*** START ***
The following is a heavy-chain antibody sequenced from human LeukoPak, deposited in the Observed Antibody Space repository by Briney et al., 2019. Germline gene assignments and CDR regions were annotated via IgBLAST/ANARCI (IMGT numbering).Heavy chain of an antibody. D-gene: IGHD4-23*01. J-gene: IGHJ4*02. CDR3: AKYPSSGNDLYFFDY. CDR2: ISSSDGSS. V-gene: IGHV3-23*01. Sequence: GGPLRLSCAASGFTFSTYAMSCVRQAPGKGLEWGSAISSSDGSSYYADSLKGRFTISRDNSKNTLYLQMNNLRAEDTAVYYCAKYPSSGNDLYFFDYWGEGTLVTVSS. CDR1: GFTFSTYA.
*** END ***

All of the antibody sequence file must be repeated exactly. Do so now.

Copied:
The following is a heavy-chain antibody sequenced from human LeukoPak, deposited in the Observed Antibody Space repository by Briney et al., 2019. Germline gene assignments and CDR regions were annotated via IgBLAST/ANARCI (IMGT numbering).Heavy chain of an antibody. D-gene: IGHD4-23*01. J-gene: IGHJ4*02. CDR3: AKYPSSGNDLYFFDY. CDR2: ISSSDGSS. V-gene: IGHV3-23*01. Sequence: GGPLRLSCAASGFTFSTYAMSCVRQAPGKGLEWGSAISSSDGSSYYADSLKGRFTISRDNSKNTLYLQMNNLRAEDTAVYYCAKYPSSGNDLYFFDYWGEGTLVTVSS. CDR1: GFTFSTYA.